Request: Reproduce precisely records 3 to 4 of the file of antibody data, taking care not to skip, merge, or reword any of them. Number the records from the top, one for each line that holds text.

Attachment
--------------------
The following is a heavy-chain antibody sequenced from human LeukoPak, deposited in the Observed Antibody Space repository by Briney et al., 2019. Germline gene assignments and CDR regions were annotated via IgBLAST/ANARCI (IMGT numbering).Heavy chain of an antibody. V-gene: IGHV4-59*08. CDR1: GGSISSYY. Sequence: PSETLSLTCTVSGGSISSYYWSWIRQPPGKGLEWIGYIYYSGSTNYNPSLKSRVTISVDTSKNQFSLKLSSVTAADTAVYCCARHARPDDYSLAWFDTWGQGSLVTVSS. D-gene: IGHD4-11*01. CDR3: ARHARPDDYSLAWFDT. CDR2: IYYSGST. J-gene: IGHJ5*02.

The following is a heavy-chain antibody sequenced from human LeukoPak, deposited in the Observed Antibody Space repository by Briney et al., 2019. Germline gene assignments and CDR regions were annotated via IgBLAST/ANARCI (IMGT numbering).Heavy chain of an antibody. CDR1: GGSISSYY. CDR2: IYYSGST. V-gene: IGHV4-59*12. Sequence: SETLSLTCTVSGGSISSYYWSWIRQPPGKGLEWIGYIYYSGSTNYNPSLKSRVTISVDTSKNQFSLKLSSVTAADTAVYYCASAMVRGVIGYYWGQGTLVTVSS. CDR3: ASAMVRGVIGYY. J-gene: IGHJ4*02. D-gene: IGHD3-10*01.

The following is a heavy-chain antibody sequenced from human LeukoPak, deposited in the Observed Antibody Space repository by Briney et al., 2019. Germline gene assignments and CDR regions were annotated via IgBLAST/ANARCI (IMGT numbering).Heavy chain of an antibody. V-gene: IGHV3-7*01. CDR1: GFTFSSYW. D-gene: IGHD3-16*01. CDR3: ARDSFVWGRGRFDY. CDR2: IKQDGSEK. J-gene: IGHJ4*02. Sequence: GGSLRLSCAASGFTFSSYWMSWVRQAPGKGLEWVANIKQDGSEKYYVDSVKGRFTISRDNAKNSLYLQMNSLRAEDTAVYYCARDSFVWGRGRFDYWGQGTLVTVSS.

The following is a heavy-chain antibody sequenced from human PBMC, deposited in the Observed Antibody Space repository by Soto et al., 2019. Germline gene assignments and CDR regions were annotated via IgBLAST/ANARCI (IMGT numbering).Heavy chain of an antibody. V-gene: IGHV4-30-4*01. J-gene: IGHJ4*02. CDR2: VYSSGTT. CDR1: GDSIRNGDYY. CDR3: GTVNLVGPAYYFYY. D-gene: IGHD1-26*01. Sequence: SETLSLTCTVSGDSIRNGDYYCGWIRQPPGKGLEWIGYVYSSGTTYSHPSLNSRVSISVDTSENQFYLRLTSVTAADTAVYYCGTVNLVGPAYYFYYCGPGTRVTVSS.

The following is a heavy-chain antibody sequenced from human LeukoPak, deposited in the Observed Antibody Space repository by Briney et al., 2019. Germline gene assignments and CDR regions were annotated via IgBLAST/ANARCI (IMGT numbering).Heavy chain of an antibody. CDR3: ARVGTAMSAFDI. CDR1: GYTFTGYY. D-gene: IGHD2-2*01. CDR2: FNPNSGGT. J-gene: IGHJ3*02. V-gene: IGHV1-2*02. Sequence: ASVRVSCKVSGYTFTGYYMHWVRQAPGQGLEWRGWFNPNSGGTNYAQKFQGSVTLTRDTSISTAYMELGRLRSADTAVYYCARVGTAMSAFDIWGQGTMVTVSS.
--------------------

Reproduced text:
The following is a heavy-chain antibody sequenced from human LeukoPak, deposited in the Observed Antibody Space repository by Briney et al., 2019. Germline gene assignments and CDR regions were annotated via IgBLAST/ANARCI (IMGT numbering).Heavy chain of an antibody. V-gene: IGHV3-7*01. CDR1: GFTFSSYW. D-gene: IGHD3-16*01. CDR3: ARDSFVWGRGRFDY. CDR2: IKQDGSEK. J-gene: IGHJ4*02. Sequence: GGSLRLSCAASGFTFSSYWMSWVRQAPGKGLEWVANIKQDGSEKYYVDSVKGRFTISRDNAKNSLYLQMNSLRAEDTAVYYCARDSFVWGRGRFDYWGQGTLVTVSS.

The following is a heavy-chain antibody sequenced from human PBMC, deposited in the Observed Antibody Space repository by Soto et al., 2019. Germline gene assignments and CDR regions were annotated via IgBLAST/ANARCI (IMGT numbering).Heavy chain of an antibody. V-gene: IGHV4-30-4*01. J-gene: IGHJ4*02. CDR2: VYSSGTT. CDR1: GDSIRNGDYY. CDR3: GTVNLVGPAYYFYY. D-gene: IGHD1-26*01. Sequence: SETLSLTCTVSGDSIRNGDYYCGWIRQPPGKGLEWIGYVYSSGTTYSHPSLNSRVSISVDTSENQFYLRLTSVTAADTAVYYCGTVNLVGPAYYFYYCGPGTRVTVSS.